I have been temping for the last year in the patient accounts department of a prominent neurosurgery group. I deal with insurance and billing from the specialists end of things. Our surgeons range from those that will send patients to a collection agency in a heartbeat, to those who will almost always take a personal hit to write off a patient's bill. What bothers me most, though, is observing how patients are treated, both by us in patient accounts and the insurance companies.
When patients claim they don't have the money to pay us (they have thirty days from when the insurance pays to pay the remainder or set up an payment plan, which can take no longer than one year), we don't take their word for it. We have them fill out a monthly budget, go to the county auditors website to find out the value of their homes, and push back at every turn - often nearly forcing them to pick up a medical only credit card, called CareCredit. If they qualify for CareCredit but choose not to use it, we have no mercy. We use a lot of black humor when talking about patients because otherwise I don't think we'd be able to look ourselves in the mirror, sometimes.
Insurance companies can be no better. There is no limit on how far back they can go to do what we call a take-back, which is basically what it sounds like. They've paid for a service, then later determine (for whatever reason) that they shouldn't have paid — so they take that money back from us, putting the financial burden on the patient. It's a bit like rescission, in how arbitrary it seems, but if it happens three years later and the policy isn't actually dissolved, surprise!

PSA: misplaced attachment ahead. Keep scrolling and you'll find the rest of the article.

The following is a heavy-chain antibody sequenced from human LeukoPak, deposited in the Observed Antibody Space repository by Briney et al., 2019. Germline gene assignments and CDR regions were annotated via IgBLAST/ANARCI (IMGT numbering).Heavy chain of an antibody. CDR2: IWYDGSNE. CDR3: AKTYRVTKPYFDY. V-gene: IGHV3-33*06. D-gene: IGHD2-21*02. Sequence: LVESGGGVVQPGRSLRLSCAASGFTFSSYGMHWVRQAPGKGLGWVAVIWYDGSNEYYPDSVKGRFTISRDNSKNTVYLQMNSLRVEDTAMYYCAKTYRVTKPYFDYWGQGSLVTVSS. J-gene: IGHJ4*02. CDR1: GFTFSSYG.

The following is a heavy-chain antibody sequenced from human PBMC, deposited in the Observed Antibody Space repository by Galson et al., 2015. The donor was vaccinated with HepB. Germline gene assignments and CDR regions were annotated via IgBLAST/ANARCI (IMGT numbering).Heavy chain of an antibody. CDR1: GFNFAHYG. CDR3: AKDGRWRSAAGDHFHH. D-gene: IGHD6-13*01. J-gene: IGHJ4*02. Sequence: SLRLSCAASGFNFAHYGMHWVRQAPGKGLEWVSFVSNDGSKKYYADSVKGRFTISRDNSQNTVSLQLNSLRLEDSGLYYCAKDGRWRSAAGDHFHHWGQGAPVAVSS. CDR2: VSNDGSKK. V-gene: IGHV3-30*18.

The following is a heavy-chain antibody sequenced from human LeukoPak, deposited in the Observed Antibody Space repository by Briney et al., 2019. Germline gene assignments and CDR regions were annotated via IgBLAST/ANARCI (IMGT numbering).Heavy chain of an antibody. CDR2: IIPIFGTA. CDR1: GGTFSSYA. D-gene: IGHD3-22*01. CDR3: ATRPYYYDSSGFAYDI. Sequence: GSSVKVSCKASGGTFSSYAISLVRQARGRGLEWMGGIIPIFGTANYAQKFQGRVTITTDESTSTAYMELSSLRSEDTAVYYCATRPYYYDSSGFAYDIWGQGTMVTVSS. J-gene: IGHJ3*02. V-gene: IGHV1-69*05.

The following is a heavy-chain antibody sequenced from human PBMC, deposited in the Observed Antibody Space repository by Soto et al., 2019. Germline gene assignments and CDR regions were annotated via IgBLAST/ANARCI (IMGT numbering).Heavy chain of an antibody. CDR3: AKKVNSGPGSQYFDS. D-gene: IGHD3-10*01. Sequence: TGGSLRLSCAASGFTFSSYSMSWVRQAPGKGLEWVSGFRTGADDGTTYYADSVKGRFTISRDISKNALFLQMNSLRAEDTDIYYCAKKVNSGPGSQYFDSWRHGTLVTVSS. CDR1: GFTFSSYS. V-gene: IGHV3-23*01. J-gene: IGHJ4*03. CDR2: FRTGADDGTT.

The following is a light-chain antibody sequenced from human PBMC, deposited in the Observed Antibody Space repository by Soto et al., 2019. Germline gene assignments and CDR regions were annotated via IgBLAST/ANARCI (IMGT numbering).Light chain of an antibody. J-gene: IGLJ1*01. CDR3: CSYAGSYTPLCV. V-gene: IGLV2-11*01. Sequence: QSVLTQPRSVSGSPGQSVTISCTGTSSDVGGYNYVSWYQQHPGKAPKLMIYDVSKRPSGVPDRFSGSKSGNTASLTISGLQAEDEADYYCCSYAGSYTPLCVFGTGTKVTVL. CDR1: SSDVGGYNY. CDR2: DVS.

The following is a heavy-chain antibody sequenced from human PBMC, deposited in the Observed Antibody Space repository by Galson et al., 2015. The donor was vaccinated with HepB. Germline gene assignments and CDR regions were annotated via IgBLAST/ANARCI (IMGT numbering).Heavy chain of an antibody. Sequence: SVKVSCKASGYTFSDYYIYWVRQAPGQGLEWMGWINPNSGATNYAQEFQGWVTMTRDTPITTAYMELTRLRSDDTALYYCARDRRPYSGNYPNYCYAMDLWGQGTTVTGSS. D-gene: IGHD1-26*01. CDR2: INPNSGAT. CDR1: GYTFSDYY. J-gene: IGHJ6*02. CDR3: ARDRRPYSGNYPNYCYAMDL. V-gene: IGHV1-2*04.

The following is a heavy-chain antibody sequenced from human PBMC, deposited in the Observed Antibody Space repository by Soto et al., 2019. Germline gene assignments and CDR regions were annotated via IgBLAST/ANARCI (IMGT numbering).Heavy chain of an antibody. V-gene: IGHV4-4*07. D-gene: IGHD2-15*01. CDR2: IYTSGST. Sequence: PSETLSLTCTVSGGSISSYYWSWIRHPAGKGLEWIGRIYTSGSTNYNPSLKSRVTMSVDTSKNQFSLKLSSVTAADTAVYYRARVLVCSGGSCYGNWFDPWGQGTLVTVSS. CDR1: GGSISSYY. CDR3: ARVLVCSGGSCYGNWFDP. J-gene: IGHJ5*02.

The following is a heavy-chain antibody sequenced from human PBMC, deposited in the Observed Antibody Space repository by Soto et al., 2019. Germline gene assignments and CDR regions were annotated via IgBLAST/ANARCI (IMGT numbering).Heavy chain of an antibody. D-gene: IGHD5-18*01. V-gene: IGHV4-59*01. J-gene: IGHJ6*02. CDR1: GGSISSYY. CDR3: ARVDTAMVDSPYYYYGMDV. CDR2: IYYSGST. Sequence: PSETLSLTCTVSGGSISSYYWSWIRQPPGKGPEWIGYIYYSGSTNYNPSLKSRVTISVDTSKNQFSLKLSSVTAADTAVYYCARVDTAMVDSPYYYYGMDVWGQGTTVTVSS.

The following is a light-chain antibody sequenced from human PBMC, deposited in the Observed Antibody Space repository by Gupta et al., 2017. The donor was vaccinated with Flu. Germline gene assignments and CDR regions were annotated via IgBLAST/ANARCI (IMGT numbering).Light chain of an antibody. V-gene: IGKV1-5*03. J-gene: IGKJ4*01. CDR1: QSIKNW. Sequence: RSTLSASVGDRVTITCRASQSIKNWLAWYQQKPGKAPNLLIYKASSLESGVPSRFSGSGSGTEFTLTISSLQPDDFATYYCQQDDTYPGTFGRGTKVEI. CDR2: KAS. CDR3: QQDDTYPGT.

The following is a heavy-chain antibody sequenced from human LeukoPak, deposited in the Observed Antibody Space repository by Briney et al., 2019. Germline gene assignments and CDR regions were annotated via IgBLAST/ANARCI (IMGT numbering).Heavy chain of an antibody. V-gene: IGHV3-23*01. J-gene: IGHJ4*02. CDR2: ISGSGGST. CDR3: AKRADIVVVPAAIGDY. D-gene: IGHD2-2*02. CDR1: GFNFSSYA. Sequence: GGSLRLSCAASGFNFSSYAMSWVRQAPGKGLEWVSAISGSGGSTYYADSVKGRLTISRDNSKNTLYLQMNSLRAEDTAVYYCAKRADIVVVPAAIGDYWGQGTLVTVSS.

All this, of course, is complicated by the fact that patients aren't all angels, either. I get to overhear the really ugly side - patients who make no effort to pay or understand their benefits (if they have them at all), who flat out lie to us when they promise to pay, who believe that their treatment is a right (that "center of healing" view about hospitals) and that it's illegal to deny them office visits or treatment if they don't pay us (it's not, most of the time). Basically, unless you have good insurance through your employer, you are having a mainstream procedure, and everyone involved (the patient, office staff, and physicians) remembers to dot every i and cross every t, it could get very ugly very easily.
All of this has convinced me of two things: One, some kind of health care reform is absolutely necessary, though I am not informed enough to offer any real suggestions on how to make that happen. Two: I don't want to have any part in this system, because it has exposed me to some of the absolute dregs of human behavior. I'll be leaving this job at the end of the month by my own choice.